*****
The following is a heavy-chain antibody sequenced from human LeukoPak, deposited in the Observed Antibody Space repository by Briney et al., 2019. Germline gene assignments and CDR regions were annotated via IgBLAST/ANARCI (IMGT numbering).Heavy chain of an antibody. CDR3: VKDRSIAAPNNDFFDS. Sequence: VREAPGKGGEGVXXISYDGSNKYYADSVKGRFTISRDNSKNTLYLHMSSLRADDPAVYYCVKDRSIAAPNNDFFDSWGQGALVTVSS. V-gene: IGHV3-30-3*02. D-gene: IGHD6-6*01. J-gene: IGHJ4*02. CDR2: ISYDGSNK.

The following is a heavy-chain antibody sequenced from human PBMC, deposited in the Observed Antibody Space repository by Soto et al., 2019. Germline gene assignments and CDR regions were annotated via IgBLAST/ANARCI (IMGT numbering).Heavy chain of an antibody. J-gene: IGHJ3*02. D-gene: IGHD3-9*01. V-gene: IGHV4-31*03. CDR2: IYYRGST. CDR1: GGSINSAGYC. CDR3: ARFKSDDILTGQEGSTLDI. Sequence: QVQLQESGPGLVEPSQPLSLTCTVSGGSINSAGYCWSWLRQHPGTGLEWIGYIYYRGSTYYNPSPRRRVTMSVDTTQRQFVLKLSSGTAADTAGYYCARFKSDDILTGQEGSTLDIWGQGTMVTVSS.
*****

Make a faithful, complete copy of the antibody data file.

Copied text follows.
The following is a heavy-chain antibody sequenced from human LeukoPak, deposited in the Observed Antibody Space repository by Briney et al., 2019. Germline gene assignments and CDR regions were annotated via IgBLAST/ANARCI (IMGT numbering).Heavy chain of an antibody. CDR3: VKDRSIAAPNNDFFDS. Sequence: VREAPGKGGEGVXXISYDGSNKYYADSVKGRFTISRDNSKNTLYLHMSSLRADDPAVYYCVKDRSIAAPNNDFFDSWGQGALVTVSS. V-gene: IGHV3-30-3*02. D-gene: IGHD6-6*01. J-gene: IGHJ4*02. CDR2: ISYDGSNK.

The following is a heavy-chain antibody sequenced from human PBMC, deposited in the Observed Antibody Space repository by Soto et al., 2019. Germline gene assignments and CDR regions were annotated via IgBLAST/ANARCI (IMGT numbering).Heavy chain of an antibody. J-gene: IGHJ3*02. D-gene: IGHD3-9*01. V-gene: IGHV4-31*03. CDR2: IYYRGST. CDR1: GGSINSAGYC. CDR3: ARFKSDDILTGQEGSTLDI. Sequence: QVQLQESGPGLVEPSQPLSLTCTVSGGSINSAGYCWSWLRQHPGTGLEWIGYIYYRGSTYYNPSPRRRVTMSVDTTQRQFVLKLSSGTAADTAGYYCARFKSDDILTGQEGSTLDIWGQGTMVTVSS.